Much like bringing up a child, a lot of heart, time, and effort goes into the creation of a breakthrough film. So when it reaches completion, you naturally want it to go out into the world and make a mark.
In return, you expect your proverbial child to bring back laurels. And if you’re lucky, the big bucks as well.
However, the film production world is a dog-eat-dog one. Those with big budgets and big legacies score the big distributors. The global audience and a decent return on investment might seem out of reach to smaller budget films.
To put your work out there, you might have to get entrepreneurial and rely on independent means. While that may not promise a blockbuster status, independent film distribution has worked great for many film producers.
Conventionally, filmmakers would submit their works to be screened at film festivals like Sundance, Cannes, or SXSW and hope to get picked up by a large distributor after a bidding war.
With the advent of Video on Demand platforms that method is quickly running out of fashion. Films get picked up by VODs even before their festival debut.
Selling film rights to a brand name VOD like Netflix requires top tier industry connections, in-depth research of your audience market landscape, and a promise of big numbers. All things that are hard to come by if you’re a small budget entity.
So, independent film distribution seems like a viable option for a lot of potentially great films that are hindered by how the industry works.
This blog post is all about mastering the art of independent self-distribution.
After all, nobody puts baby in the corner!
Put a team together
Film self-distribution is definitely not a one man’s job. You’ll need a lot of help along the way.
You need to get people on board that can help you in the following departments.
First thing’s first, your film needs an identity. Building a brand should be the first thing on your to-do list.
A film’s creative branding is the first thing that your audience interacts with and it needs to leave an impression.
Get in touch with graphic designers, animators, and artists to build a theme for your promotions.
You’ll need to create an impact with your movie trailers, posters, and come up with memorable typography for the film logo.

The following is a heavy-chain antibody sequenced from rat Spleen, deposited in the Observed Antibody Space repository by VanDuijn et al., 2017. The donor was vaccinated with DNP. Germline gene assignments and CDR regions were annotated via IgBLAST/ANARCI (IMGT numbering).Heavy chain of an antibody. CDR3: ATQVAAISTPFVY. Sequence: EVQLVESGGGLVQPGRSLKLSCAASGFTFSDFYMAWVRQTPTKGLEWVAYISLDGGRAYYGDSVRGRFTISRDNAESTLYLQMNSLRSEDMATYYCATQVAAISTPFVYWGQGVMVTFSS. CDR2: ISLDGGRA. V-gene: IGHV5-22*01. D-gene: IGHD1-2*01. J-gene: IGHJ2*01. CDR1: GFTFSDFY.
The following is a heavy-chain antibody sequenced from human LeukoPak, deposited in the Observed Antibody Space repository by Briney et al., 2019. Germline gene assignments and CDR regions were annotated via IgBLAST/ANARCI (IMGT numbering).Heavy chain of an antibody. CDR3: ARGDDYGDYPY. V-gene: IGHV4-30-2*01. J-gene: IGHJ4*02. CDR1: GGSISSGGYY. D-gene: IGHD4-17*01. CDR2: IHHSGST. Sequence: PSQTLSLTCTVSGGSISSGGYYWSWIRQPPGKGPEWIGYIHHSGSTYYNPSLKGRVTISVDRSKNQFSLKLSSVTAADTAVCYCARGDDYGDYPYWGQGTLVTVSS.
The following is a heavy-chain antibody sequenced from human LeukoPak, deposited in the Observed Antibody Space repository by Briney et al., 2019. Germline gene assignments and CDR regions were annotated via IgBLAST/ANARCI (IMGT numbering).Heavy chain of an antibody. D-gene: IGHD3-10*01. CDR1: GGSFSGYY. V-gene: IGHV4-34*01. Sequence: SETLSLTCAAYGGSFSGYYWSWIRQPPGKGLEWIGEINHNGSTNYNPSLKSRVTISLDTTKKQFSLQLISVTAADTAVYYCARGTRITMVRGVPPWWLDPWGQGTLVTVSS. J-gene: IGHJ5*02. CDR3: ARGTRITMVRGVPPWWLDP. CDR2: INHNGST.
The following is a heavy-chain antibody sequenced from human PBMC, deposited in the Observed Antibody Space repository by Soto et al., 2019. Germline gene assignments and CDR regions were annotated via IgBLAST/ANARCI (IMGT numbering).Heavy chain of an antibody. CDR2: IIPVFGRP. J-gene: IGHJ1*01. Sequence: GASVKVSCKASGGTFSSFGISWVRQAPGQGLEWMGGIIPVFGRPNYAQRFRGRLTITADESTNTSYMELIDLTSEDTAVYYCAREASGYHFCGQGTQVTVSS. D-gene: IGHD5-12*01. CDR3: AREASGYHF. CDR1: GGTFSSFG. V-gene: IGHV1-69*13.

Since most independent film distribution happens via online resources, a kickass design theme for all your social posts is crucial to draw followership.
As an independent film distributor, you need every bit of exposure you can get. This is where networking and industry connections, no matter how small or big, come in handy.
Get a team of publicists that can get you in front of the press. You’ll need people who can get you spots on radio, local or national television, magazines, and newspapers. Getting interview spots on renowned podcasts is also a great way to get to a modern audience.
Nothing drives the audience in as free tickets. Your publicity team should be able to set up offers in collaboration with coffee shops, food chains, arts, and literary businesses, etc.
Colleges and universities, especially those that have film, screen studies, and theatre departments are also hotspots to be targeted. Students from such institutions are always keen to explore indie and independent works.
Your publicity team should arrange Q&A sessions with the cast and producers as they bring maximum engagement with the audience.
If you already have a few well-performing films to your name, chances are you have an audience that would like to see more of your work. Mobilize your marketing resources to get in touch with them and generate word of mouth.
Your independent project needs a home, a centralized place where all the information, trailers, and offers regarding the movie are available. Get in touch with a web developer to set up an intuitive yet aesthetic website that’s in line with your brand.
You’ll also need a social media resource who knows the ins and outs of social media marketing.
As an independent film distributor, money is always tight and you wouldn’t want to blindly invest in demographics where interest is sparse.
Someone who also understands the analytics side of social platforms can get you great insights about your audience and help you optimize your film marketing campaign.
Email marketing is also an effective tool to reach out to your niche audience. Use offer-based sign-ups to build a comprehensive email list. Keep your email audience up to date on the progress of the film, new trailers, sneak peeks, behind the scenes, and other exclusive content.